Over time brick buildings can settle and bulge. If this happens the building is less structurally sound. To combat this movement over time these bolts keep the building straight. The stars are a great-looking way of doing this, but sometimes large nuts or unadorned metal plates are used instead.

There are also other decorative shapes that are used this this purpose as well, such as the violin-like the scroll patterns you also see on old buildings. So the next time you see these “decorative” features on a building you’ll know that it at one point it got a little wobbly and just needed some help standing up straight.

Amish Barn Stars and Pennsylvania Stars

For one thing, those particular stars have a very specific name, depending on where you are. They can go by Amish Barn Stars, Barnstars and Pennsylvania Stars, and while they are typically credited to the Pennsylvania Dutch who came over to the U.S. in the 1880s.

The Pennsylvania Dutch also considered the five-pointed star to be a symbol of good luck. Although it’s not official, apparently the color of the star denotes a specific meaning. For example, blue stars signify protection and green stars symbolize fertility and growth — ideal for a farm.

The funny thing about these stars is the number of rumors regarding their meaning. Most homeowners or farmers who have one have probably never given it much thought, but other people certainly have.

The practice soon went beyond religious affiliation, with homeowners using the star as a kind of property fashion statement or to symbolize a warm welcome to visitors. Some also view it as patriotic, a practice that picked up following the end of the Civil War.

Pennsylvania Dutch historian David Fooks said that the star didn’t carry any particular importance and that the Amish simply liked to decorate their barns, which were hugely important to their farming communities.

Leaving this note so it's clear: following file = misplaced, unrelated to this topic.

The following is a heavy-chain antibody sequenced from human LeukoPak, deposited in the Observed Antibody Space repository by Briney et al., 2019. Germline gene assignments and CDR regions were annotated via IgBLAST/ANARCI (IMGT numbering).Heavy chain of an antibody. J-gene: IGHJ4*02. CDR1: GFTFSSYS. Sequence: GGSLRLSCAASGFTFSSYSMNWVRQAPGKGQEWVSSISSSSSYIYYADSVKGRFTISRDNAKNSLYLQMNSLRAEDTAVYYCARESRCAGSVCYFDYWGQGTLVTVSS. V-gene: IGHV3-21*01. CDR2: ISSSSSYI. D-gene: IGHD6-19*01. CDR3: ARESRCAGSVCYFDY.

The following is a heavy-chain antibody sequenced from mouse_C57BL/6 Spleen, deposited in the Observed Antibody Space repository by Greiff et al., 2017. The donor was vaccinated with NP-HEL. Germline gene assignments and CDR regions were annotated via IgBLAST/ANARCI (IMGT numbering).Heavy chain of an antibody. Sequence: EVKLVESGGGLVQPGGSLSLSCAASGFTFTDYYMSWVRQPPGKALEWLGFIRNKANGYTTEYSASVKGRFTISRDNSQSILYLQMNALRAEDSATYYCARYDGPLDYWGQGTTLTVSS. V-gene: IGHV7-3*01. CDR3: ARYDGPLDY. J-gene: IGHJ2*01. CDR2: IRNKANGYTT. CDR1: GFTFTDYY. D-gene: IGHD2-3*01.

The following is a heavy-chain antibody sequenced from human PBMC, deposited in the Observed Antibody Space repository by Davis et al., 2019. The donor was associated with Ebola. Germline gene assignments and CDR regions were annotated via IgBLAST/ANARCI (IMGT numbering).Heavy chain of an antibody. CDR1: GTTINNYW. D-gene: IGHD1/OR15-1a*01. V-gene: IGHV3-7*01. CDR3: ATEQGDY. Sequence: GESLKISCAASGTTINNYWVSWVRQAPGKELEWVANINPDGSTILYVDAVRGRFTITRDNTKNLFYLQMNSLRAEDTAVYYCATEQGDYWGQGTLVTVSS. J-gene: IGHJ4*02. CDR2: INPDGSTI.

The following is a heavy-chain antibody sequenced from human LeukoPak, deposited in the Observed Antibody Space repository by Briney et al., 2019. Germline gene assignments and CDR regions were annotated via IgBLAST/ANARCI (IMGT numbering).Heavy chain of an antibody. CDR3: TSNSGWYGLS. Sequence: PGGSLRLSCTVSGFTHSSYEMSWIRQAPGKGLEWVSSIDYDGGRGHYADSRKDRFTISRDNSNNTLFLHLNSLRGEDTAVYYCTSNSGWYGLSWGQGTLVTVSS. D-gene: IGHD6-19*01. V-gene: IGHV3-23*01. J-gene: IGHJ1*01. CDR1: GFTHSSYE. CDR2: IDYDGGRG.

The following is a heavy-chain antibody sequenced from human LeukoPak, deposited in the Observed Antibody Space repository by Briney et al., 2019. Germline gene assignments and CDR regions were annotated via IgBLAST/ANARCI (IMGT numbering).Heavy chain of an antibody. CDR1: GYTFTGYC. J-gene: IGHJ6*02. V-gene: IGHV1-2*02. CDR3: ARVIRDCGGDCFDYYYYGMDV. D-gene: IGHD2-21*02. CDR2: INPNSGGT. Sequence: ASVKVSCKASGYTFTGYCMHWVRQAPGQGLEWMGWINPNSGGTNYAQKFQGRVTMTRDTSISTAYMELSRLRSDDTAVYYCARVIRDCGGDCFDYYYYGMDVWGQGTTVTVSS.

Star Bolts and Star Anchors

A slightly different kind of star sometimes appears on brick buildings. Known as star bolts, they're not strictly decorative. Instead, the star is the washer for an iron rod placed through a sagging or compromised wall to preserve its structural integrity and prevent it from buckling further.

Star bolts (and other shapes) are a common engineering retrofit, running through the brick and connecting facades to the joists behind the brick to stabilize things. Sometimes, bulged bricks need to be pushed back into place first, depending on the extent of the issue. Rods are then threaded through and held in tension by washers. The surface plates then spread the tension load across multiple bricks. A star shape can do the job well, reaching out in multiple directions at once while also looking intentional in various orientations.

Anchor plates can be shaped like diamonds or circles, too; square versions are common, simple, cost-efficient and often found around the Bay Area serving to reinforce old walls in part for seismic reasons.

Myth and Superstition about the Metal Star on House and Porches

Metal Stars on House: Myth, Superstition, History and Real Meaning
Myth and Superstition about the Metal Star on House

The rumor seems to have started in 2007 when someone started a thread on stripersonline.com claiming that the metal star means the homeowners are swingers, and the conclusion seems totally arbitrary.

The swinger is a term sometimes used to mean couples that swap sexual partners.

"My wife and I decide to start a rumor - the star means you are a swinger," the user wrote. According to the New York Post, there are several "secret signs" that a homeowner is a swinger, and all should be taken with a grain of salt, as none of these signs have been substantiated. For instance, pampas grass, pink flamingos, and pineapple decor also allegedly means that you're in the midst of a family of swingers.

In 2007, it was rumored that stars meant hosts were swingers, a term used to describe couples who "swapped" partners. As with most rumors, this story seems too crazy to be true.

Again, in late December 2020, a social media post went viral that stated houses with five-pointed stars adorning their exteriors indicate that the home's residents are "swingers.

In fact, most people in rural Vermont and Pennsylvania are not swingers. Most likely it's just people who enjoy what the star stands for or just think their home looks better, more traditional with the star.

We didn't find any evidence to support the claim that "swingers" put five-pointed stars outside their homes to attract potential "swinger" partners.

Anyone can readily find a barn star for purchase with a simple Google search — they are fairly common decorations, particularly in places like Pennsylvania. And no, you won't be putting up a bat signal for itinerant swingers.